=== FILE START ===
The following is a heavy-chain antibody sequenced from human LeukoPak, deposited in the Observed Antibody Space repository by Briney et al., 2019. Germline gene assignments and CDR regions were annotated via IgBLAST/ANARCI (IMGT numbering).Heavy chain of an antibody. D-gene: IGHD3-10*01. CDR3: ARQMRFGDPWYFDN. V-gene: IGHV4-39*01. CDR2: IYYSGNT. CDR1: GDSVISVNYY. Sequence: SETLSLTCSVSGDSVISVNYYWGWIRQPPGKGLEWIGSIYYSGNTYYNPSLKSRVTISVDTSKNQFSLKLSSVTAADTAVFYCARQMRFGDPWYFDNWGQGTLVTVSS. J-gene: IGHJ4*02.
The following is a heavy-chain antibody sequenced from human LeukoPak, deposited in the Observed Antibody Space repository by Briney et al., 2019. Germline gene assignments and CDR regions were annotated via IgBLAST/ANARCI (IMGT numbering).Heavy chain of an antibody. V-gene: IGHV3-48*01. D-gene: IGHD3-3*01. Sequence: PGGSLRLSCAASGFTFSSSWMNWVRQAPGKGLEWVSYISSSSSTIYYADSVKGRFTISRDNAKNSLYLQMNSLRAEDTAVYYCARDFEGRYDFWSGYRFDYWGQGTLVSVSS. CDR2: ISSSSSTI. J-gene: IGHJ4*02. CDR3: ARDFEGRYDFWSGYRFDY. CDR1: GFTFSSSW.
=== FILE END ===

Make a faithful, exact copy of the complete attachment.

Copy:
The following is a heavy-chain antibody sequenced from human LeukoPak, deposited in the Observed Antibody Space repository by Briney et al., 2019. Germline gene assignments and CDR regions were annotated via IgBLAST/ANARCI (IMGT numbering).Heavy chain of an antibody. D-gene: IGHD3-10*01. CDR3: ARQMRFGDPWYFDN. V-gene: IGHV4-39*01. CDR2: IYYSGNT. CDR1: GDSVISVNYY. Sequence: SETLSLTCSVSGDSVISVNYYWGWIRQPPGKGLEWIGSIYYSGNTYYNPSLKSRVTISVDTSKNQFSLKLSSVTAADTAVFYCARQMRFGDPWYFDNWGQGTLVTVSS. J-gene: IGHJ4*02.
The following is a heavy-chain antibody sequenced from human LeukoPak, deposited in the Observed Antibody Space repository by Briney et al., 2019. Germline gene assignments and CDR regions were annotated via IgBLAST/ANARCI (IMGT numbering).Heavy chain of an antibody. V-gene: IGHV3-48*01. D-gene: IGHD3-3*01. Sequence: PGGSLRLSCAASGFTFSSSWMNWVRQAPGKGLEWVSYISSSSSTIYYADSVKGRFTISRDNAKNSLYLQMNSLRAEDTAVYYCARDFEGRYDFWSGYRFDYWGQGTLVSVSS. CDR2: ISSSSSTI. J-gene: IGHJ4*02. CDR3: ARDFEGRYDFWSGYRFDY. CDR1: GFTFSSSW.